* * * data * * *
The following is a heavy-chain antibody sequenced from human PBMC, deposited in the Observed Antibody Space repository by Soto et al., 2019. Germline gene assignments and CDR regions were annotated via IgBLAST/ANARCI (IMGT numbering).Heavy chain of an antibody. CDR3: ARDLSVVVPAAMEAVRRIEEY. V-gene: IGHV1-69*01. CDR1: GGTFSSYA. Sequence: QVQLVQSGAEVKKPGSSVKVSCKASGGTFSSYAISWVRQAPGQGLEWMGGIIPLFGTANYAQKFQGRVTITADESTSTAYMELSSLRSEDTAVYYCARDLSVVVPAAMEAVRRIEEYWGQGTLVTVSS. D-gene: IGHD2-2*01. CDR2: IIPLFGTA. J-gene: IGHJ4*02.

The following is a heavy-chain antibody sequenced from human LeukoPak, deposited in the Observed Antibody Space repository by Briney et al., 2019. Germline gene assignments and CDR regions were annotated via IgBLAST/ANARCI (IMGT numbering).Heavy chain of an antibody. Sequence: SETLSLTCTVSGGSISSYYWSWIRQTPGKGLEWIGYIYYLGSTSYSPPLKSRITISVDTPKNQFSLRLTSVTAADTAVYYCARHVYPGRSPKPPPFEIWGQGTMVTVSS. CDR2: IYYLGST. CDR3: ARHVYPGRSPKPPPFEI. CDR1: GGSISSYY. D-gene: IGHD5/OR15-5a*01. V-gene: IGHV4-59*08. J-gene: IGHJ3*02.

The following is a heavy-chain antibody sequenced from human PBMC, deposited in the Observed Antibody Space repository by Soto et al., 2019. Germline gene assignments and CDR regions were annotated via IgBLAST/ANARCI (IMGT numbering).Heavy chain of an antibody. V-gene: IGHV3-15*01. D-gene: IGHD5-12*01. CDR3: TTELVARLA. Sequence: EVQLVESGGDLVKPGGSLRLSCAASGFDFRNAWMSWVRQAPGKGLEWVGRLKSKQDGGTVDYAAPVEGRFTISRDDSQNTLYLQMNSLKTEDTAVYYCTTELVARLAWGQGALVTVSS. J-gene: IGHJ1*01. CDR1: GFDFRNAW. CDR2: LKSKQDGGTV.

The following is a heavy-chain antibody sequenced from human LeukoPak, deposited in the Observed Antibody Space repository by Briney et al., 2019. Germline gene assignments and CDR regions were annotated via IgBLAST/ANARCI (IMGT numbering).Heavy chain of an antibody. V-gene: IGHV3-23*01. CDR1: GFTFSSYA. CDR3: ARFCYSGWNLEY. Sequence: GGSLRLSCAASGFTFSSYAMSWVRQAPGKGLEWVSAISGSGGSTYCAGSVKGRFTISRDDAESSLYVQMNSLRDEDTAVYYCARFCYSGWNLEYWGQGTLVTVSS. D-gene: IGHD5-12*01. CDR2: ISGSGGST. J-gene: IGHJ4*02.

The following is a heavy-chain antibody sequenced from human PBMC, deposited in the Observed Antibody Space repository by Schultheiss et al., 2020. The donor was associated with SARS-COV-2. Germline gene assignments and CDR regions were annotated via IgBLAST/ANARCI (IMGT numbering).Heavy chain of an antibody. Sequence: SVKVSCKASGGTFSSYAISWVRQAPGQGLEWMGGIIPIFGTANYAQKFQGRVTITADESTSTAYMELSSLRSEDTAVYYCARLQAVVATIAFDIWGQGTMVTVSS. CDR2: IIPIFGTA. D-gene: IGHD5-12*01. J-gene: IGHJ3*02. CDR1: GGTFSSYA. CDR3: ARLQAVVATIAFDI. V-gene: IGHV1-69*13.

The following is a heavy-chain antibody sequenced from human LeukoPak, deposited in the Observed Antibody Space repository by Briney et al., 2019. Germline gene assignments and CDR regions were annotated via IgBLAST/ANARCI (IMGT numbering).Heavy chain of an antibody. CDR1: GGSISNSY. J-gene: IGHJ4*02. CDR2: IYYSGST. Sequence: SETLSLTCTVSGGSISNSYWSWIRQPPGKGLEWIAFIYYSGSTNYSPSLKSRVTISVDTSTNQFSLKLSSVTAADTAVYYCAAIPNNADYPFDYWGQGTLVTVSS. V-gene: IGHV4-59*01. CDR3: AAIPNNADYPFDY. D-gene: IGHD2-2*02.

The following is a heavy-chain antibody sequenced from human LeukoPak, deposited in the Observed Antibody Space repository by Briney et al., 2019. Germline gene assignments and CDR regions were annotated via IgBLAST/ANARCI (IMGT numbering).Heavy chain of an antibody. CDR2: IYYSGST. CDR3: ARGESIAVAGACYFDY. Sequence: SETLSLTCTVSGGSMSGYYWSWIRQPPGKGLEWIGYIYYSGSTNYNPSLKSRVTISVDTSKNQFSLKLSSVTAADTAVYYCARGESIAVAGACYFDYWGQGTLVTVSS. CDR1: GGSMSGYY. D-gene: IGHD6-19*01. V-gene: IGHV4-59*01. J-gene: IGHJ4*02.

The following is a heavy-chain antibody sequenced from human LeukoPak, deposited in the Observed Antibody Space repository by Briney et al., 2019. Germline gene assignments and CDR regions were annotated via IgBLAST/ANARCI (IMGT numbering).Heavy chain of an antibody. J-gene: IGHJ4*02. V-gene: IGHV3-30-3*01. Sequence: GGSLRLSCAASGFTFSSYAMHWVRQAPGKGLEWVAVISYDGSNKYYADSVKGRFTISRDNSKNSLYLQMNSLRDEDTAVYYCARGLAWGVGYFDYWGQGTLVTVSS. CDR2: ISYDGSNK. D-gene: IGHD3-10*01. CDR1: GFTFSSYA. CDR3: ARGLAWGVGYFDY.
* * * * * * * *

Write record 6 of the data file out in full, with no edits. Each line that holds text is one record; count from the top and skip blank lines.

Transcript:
The following is a heavy-chain antibody sequenced from human LeukoPak, deposited in the Observed Antibody Space repository by Briney et al., 2019. Germline gene assignments and CDR regions were annotated via IgBLAST/ANARCI (IMGT numbering).Heavy chain of an antibody. CDR1: GGSISNSY. J-gene: IGHJ4*02. CDR2: IYYSGST. Sequence: SETLSLTCTVSGGSISNSYWSWIRQPPGKGLEWIAFIYYSGSTNYSPSLKSRVTISVDTSTNQFSLKLSSVTAADTAVYYCAAIPNNADYPFDYWGQGTLVTVSS. V-gene: IGHV4-59*01. CDR3: AAIPNNADYPFDY. D-gene: IGHD2-2*02.